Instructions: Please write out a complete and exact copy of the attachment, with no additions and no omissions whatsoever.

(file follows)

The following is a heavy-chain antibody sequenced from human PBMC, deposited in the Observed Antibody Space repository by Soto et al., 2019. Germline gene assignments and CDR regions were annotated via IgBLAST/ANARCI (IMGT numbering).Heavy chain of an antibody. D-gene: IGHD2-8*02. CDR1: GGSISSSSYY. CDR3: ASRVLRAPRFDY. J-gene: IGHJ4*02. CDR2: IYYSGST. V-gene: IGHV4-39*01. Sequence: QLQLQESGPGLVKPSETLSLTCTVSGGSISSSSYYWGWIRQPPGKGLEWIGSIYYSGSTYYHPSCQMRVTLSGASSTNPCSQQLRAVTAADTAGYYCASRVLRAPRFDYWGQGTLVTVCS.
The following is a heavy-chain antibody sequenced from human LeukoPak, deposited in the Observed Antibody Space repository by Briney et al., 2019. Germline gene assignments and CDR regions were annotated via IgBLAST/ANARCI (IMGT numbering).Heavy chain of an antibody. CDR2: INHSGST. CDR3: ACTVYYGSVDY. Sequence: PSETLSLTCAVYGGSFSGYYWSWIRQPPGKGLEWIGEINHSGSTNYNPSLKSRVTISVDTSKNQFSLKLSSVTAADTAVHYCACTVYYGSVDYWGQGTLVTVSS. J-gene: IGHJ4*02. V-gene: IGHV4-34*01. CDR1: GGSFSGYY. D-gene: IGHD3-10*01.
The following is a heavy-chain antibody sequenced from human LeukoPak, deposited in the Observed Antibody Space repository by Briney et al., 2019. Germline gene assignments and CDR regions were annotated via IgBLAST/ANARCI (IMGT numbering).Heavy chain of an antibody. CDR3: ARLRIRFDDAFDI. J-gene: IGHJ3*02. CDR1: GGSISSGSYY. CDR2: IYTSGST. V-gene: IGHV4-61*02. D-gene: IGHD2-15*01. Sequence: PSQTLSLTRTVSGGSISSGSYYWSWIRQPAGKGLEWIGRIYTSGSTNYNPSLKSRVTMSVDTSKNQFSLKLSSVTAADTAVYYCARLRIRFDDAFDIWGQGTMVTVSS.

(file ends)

The following is a heavy-chain antibody sequenced from human PBMC, deposited in the Observed Antibody Space repository by Soto et al., 2019. Germline gene assignments and CDR regions were annotated via IgBLAST/ANARCI (IMGT numbering).Heavy chain of an antibody. D-gene: IGHD2-8*02. CDR1: GGSISSSSYY. CDR3: ASRVLRAPRFDY. J-gene: IGHJ4*02. CDR2: IYYSGST. V-gene: IGHV4-39*01. Sequence: QLQLQESGPGLVKPSETLSLTCTVSGGSISSSSYYWGWIRQPPGKGLEWIGSIYYSGSTYYHPSCQMRVTLSGASSTNPCSQQLRAVTAADTAGYYCASRVLRAPRFDYWGQGTLVTVCS.
The following is a heavy-chain antibody sequenced from human LeukoPak, deposited in the Observed Antibody Space repository by Briney et al., 2019. Germline gene assignments and CDR regions were annotated via IgBLAST/ANARCI (IMGT numbering).Heavy chain of an antibody. CDR2: INHSGST. CDR3: ACTVYYGSVDY. Sequence: PSETLSLTCAVYGGSFSGYYWSWIRQPPGKGLEWIGEINHSGSTNYNPSLKSRVTISVDTSKNQFSLKLSSVTAADTAVHYCACTVYYGSVDYWGQGTLVTVSS. J-gene: IGHJ4*02. V-gene: IGHV4-34*01. CDR1: GGSFSGYY. D-gene: IGHD3-10*01.
The following is a heavy-chain antibody sequenced from human LeukoPak, deposited in the Observed Antibody Space repository by Briney et al., 2019. Germline gene assignments and CDR regions were annotated via IgBLAST/ANARCI (IMGT numbering).Heavy chain of an antibody. CDR3: ARLRIRFDDAFDI. J-gene: IGHJ3*02. CDR1: GGSISSGSYY. CDR2: IYTSGST. V-gene: IGHV4-61*02. D-gene: IGHD2-15*01. Sequence: PSQTLSLTRTVSGGSISSGSYYWSWIRQPAGKGLEWIGRIYTSGSTNYNPSLKSRVTMSVDTSKNQFSLKLSSVTAADTAVYYCARLRIRFDDAFDIWGQGTMVTVSS.